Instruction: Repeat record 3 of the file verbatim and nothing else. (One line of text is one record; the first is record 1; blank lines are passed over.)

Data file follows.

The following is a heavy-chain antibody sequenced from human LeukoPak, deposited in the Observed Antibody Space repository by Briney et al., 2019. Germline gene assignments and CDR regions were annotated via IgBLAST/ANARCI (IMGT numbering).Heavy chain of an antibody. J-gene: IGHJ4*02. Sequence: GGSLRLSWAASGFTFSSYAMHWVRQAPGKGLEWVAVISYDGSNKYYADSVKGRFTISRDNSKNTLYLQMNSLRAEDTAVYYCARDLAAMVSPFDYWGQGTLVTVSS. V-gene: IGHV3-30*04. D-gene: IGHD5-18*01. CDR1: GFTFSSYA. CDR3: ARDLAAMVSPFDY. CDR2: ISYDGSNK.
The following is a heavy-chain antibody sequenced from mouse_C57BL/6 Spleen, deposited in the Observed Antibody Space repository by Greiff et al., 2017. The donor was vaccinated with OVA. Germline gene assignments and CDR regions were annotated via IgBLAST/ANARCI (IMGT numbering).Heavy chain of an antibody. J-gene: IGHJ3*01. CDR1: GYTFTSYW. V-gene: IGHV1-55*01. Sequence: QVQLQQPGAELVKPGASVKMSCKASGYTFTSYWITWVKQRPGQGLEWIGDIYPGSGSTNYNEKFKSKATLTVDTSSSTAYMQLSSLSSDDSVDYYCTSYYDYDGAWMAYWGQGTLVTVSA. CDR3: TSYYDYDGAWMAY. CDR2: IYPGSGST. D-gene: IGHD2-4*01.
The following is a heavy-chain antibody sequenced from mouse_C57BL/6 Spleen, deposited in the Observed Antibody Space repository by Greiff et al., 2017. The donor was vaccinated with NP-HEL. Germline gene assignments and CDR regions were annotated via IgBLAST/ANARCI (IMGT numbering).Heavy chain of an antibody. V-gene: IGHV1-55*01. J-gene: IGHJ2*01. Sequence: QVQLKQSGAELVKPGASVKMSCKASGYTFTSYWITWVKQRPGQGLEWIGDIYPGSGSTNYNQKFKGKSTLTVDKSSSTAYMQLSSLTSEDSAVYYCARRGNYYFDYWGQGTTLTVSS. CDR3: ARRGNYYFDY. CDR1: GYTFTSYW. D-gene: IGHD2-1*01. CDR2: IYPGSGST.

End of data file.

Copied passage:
The following is a heavy-chain antibody sequenced from mouse_C57BL/6 Spleen, deposited in the Observed Antibody Space repository by Greiff et al., 2017. The donor was vaccinated with NP-HEL. Germline gene assignments and CDR regions were annotated via IgBLAST/ANARCI (IMGT numbering).Heavy chain of an antibody. V-gene: IGHV1-55*01. J-gene: IGHJ2*01. Sequence: QVQLKQSGAELVKPGASVKMSCKASGYTFTSYWITWVKQRPGQGLEWIGDIYPGSGSTNYNQKFKGKSTLTVDKSSSTAYMQLSSLTSEDSAVYYCARRGNYYFDYWGQGTTLTVSS. CDR3: ARRGNYYFDY. CDR1: GYTFTSYW. D-gene: IGHD2-1*01. CDR2: IYPGSGST.